Wow! Three weeks in a row! What is this, 2011 or something?!
Speaking of 2011, this week we explore the supremely talented but inconsistent Canadian baroque rock/chamber pop outfit Hey Rosetta!, whom we first covered with their third full-length release, Seeds (NMT).
New Release: Second Sight
Release Date: Today in the United States (January 27, 2015) [released in Canada August 4, 2014]
Record Label: Sonic Records
Location: St. John's, Newfoundland
Sounds Like: Hey Marsailles (NMT); Ra Ra Riot (NMT); Vampire Weekend
Many baroque rock/chamber pop enthusiasts – including your blogger – were disappointed by Ra Ra Riot's recent shift away from the genre they helped define to a more synth/techno focus with 2013's Beta Love. Although Hey Rosetta! has actually been exploring more intricately-arranged compositions for longer than their Syracuse, N.Y., counterparts, Ra Ra Riot had generated a tad more critical and commercial interest – although perhaps only due to the former's relatively limited profile coming from Canada's easternmost reaches. Regardless, while we wait for Seattle's Hey Marseilles to follow-up their well-received sophomore effort, 2013's Lines We Trace, the Newfie crew has the stage to their selves. And they generally take advantage of the opportunity on Second Sight's dozen tracks of always nuanced and occasionally robust mix of folk, indie rock and baroque influences.
Come for: "Soft Offering (For the Oft-Suffering)" – clever title and the funkiest track on the record, drawing from that Paul Simon-Meets-The Police style that Vampire Weekend has employed to perfection
Stay for: "Kintsukuroi" – in my book, ranks only behind Seeds' title track as their finest work; brisk and agile, the chorus is infectious
You'll be surprised by: "Harriett" – who knew this group had a touch of old-school R&B in its bag of tricks?
Solid efforts: "Gold Teeth" – most reminiscent of the band's 2008 effort, Into Your Lungs..., but perhaps with a touch more rhythmic pep from bassist Josh Ward and drummer Phil Maloney; wish there was just a bit more instrumental flourish besides guitarist Adam Hogan's light but nimble figures; a groovy, sing-along closing refrain should get you bopping about; "Dream" – what a midtempo number should sound like; can easily close your eyes and hear the chorus in line with fun.'s Some Nights (NMT); "Promise" – the intro is a little too dreamy for my taste, but the thing stiffens up after 1:45 and features one of the frontman Tim Baker's more muscular choruses; "Kid Gloves" – Ward's fuzz bass here is unique for this band, centering the number as it sways from thumping verses to a more jangly chorus; "archers of pain" is a good line); "Neon Beyond" – a contender for the Surprised By section; after it hits its stride around the first chorus, it's one of the heaviest-hitting cuts in the band's catalog;
Meh: "What Arrows" – on the other hand, the bulk of this song is not what this group does well: it's slow and sleepy until the 4:19 mark - without any fun instrumentation - at which point it becomes something slightly more interesting as the beat picks up some; it's what you'd expect a boring Maroon 5 song would sound like; "Cathedral Bells" – I'm not much for Baker on his own, which he essentially is here; just not a lot of vigor, although he flirts with the melody of Spoon's hit, "The Underdog")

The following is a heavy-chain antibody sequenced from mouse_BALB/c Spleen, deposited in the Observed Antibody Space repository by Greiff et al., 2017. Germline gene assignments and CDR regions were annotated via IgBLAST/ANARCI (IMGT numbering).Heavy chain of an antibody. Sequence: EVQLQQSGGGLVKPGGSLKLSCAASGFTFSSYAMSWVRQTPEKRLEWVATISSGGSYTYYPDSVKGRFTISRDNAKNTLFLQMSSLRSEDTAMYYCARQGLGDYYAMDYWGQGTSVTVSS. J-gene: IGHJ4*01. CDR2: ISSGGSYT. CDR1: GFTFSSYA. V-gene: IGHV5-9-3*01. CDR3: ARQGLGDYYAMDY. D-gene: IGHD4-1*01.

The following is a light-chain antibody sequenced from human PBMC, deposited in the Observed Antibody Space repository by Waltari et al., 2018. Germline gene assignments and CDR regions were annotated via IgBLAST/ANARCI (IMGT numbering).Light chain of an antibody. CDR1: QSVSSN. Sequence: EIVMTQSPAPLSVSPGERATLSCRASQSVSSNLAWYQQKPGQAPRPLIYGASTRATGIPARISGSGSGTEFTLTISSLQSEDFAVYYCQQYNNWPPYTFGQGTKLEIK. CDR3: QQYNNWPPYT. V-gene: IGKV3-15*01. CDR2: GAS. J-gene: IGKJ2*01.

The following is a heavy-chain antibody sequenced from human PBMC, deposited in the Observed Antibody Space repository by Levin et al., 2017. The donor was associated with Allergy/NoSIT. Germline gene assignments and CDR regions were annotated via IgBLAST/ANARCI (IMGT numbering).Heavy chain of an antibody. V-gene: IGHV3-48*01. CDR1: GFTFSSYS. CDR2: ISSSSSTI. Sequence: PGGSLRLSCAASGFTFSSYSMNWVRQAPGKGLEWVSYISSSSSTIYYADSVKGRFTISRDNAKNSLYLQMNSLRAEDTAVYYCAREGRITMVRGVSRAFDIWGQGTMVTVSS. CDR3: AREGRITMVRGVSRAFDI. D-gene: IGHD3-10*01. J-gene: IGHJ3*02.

Skip to next track: "Alcatraz" – I get its intended to evoke isolation and loneliness; I'd rather be in Alcatraz, without this song; "Trish's Song" - likely a very well-intentioned bedside tribute to someone named Trish as she faces her death, but Baker's warbly self-harmonizing distracts from the beauty of the moment
Tuesday, January 20, 2015
New Release: What A Beautiful World, What A Terrible World
Release Date: Today (1/20/15)
Record Label: Capitol Records
Location: Portland, Ore.
Sounds Like: Okkvervil River (NMT, NMT); The Family Crest (NMT, NMT); The Head & The Heart (NMT)
Based on the selected tracks that the infamously clever Portlandians disbursed to its nerdy/hipster fandom prior to the release of their seventh full-length release, I was prepared to rephrase what I'd said about their prior record, 2011's The King Is Dead (NMT): that it's a perfectly fine alt-country record, but plenty of acts can spin out quality alt-country material. Few have the zany ability to meld ancient folk, prog rock and nerd pop through an arsenal of unusual instruments and Colin Meloy's ongoing thesaurus-check lyrics.
Fortunately, the band's streaming of the 14-track collection a week prior to its release erased nearly all my anxieties that the group's baroque pop genesis had been replaced with an exclusively alt-country repertoire. And, to be sure, there is plenty of evidence the Americana themes – that they indeed executed with aplomb on The King Is Dead – will continue to be a lasting imprint on the band's new material going forward, in cuts such as the leadoff single "Make You Better," "Lake Song" and "Carolina Low." But just as encouraging is the fistful of tracks that hark back to what fans might consider as the classic Decemberists sound, ranging from the early offerings "Calvary Captain" and "Philomena" to the delightfully odd "Better Not Wake The Baby" and the album's knockout track, "Mistral." So, to all the loyalists, have no fear: The Decemberists have not forsaken you.